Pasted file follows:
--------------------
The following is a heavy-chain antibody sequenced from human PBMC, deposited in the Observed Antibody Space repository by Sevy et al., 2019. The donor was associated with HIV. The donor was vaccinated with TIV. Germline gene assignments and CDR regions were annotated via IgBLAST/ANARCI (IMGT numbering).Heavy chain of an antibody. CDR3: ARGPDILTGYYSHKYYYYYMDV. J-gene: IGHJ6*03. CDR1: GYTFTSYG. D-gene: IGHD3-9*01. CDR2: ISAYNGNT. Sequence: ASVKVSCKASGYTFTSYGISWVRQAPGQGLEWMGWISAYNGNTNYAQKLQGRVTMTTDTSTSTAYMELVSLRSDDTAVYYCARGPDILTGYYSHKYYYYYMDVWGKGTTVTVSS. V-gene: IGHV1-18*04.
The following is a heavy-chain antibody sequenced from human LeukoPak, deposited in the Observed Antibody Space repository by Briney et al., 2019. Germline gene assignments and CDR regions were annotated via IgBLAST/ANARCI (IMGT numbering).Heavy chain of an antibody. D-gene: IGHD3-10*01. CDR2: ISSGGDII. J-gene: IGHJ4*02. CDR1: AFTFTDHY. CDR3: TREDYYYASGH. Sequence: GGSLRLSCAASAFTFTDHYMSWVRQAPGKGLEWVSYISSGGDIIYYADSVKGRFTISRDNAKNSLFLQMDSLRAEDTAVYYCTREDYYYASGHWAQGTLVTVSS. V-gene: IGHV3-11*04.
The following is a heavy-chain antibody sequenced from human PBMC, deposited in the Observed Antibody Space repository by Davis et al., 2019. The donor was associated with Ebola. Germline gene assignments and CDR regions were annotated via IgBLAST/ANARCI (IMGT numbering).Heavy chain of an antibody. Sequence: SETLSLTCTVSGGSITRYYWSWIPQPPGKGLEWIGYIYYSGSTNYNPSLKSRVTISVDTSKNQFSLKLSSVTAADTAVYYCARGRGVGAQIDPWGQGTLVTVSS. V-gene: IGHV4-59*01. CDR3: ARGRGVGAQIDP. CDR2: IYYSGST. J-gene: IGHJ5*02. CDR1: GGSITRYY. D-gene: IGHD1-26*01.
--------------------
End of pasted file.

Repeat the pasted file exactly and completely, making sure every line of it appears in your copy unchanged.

The following is a heavy-chain antibody sequenced from human PBMC, deposited in the Observed Antibody Space repository by Sevy et al., 2019. The donor was associated with HIV. The donor was vaccinated with TIV. Germline gene assignments and CDR regions were annotated via IgBLAST/ANARCI (IMGT numbering).Heavy chain of an antibody. CDR3: ARGPDILTGYYSHKYYYYYMDV. J-gene: IGHJ6*03. CDR1: GYTFTSYG. D-gene: IGHD3-9*01. CDR2: ISAYNGNT. Sequence: ASVKVSCKASGYTFTSYGISWVRQAPGQGLEWMGWISAYNGNTNYAQKLQGRVTMTTDTSTSTAYMELVSLRSDDTAVYYCARGPDILTGYYSHKYYYYYMDVWGKGTTVTVSS. V-gene: IGHV1-18*04.
The following is a heavy-chain antibody sequenced from human LeukoPak, deposited in the Observed Antibody Space repository by Briney et al., 2019. Germline gene assignments and CDR regions were annotated via IgBLAST/ANARCI (IMGT numbering).Heavy chain of an antibody. D-gene: IGHD3-10*01. CDR2: ISSGGDII. J-gene: IGHJ4*02. CDR1: AFTFTDHY. CDR3: TREDYYYASGH. Sequence: GGSLRLSCAASAFTFTDHYMSWVRQAPGKGLEWVSYISSGGDIIYYADSVKGRFTISRDNAKNSLFLQMDSLRAEDTAVYYCTREDYYYASGHWAQGTLVTVSS. V-gene: IGHV3-11*04.
The following is a heavy-chain antibody sequenced from human PBMC, deposited in the Observed Antibody Space repository by Davis et al., 2019. The donor was associated with Ebola. Germline gene assignments and CDR regions were annotated via IgBLAST/ANARCI (IMGT numbering).Heavy chain of an antibody. Sequence: SETLSLTCTVSGGSITRYYWSWIPQPPGKGLEWIGYIYYSGSTNYNPSLKSRVTISVDTSKNQFSLKLSSVTAADTAVYYCARGRGVGAQIDPWGQGTLVTVSS. V-gene: IGHV4-59*01. CDR3: ARGRGVGAQIDP. CDR2: IYYSGST. J-gene: IGHJ5*02. CDR1: GGSITRYY. D-gene: IGHD1-26*01.